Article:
Oil Drives ‘New Trade Axis’ Between Iraq And No. 1 Customer China

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China’s thirst for Iraqi oil is propelling an alliance between the two Nations that, according to the International Energy Agency (IEA), promises to send 80 percent of Iraq’s future petroleum exports to China.

The agency’s chief economist said there’s “a new trade axis being formed between Baghdad and Beijing” at a time when American interests in Iraqi oil are as low as they’ve been in the 10 years since U.S. troops first occupied the country.

Couple China’s aggressive search for a generous petroleum reserve with the American oil industry’s reluctance to brave the instability of Iraq’s infrastructure, safety and political climate, and the Iraqi-Chinese “axis” comes into clearer focus.

“The fact that [Chinese oil company] PetroChina is expanding in Iraq is not to me a sign of their strength; it’s a sign of their weakness,” said a New York-based energy consultant.

That’s because, despite the massive public investment that went into the United States’ invasion and reconfiguration of the Iraqi regime, American companies have the luxury of choosing more attractive petroleum mining options elsewhere (including on their home soil), rather than deal with the postwar headache that Iraqi oil logistics has become.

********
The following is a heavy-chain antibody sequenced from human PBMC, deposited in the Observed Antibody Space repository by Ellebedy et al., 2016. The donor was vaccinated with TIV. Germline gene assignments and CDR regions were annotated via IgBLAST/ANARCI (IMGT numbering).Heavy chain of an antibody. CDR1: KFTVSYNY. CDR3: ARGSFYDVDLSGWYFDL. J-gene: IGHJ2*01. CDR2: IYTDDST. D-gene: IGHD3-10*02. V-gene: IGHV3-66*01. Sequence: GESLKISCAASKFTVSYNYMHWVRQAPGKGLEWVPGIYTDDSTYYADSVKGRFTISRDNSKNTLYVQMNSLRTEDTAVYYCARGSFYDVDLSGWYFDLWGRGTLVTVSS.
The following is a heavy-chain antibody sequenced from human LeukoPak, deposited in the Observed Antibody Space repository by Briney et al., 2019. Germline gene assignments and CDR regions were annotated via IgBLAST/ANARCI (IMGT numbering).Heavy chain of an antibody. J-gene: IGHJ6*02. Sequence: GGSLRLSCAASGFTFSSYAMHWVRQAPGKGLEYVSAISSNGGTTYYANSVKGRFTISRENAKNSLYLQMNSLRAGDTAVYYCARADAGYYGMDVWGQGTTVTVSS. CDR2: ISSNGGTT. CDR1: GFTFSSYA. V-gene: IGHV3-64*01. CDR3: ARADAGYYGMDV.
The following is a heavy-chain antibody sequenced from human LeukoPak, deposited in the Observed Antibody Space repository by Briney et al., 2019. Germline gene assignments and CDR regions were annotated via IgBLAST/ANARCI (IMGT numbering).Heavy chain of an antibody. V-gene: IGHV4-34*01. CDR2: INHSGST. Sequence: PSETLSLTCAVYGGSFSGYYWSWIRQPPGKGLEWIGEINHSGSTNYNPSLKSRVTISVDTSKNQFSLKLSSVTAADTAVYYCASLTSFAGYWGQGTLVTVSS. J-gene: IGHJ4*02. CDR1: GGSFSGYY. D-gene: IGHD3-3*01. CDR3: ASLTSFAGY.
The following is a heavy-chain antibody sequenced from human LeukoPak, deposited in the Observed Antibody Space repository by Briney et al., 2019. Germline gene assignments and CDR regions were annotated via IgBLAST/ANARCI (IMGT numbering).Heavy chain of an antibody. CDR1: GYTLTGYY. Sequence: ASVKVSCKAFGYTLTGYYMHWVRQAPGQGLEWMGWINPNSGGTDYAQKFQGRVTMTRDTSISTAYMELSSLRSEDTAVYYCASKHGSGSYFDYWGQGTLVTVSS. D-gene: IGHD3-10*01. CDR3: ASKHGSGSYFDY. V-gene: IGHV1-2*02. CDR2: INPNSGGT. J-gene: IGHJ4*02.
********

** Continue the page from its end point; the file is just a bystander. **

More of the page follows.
China, meanwhile, has far fewer options, and currently lacks the technology to explore recent and unconventional extraction methods that are benefitting U.S. companies at home and in West Africa.

 

 

Ben Bullard

Reconciling the concept of individual sovereignty with conscientious participation in the modern American political process is a continuing preoccupation for staff writer Ben Bullard. A former community newspaper writer, Bullard has closely observed the manner in which well-meaning small-town politicians and policy makers often accept, unthinkingly, their increasingly marginal role in shaping the quality of their own lives, as well as those of the people whom they serve. He argues that American public policy is plagued by inscrutable and corrupt motives on a national scale, a fundamental problem which individuals, families and communities must strive to solve. This, he argues, can be achieved only as Americans rediscover the principal role each citizen plays in enriching the welfare of our Republic.

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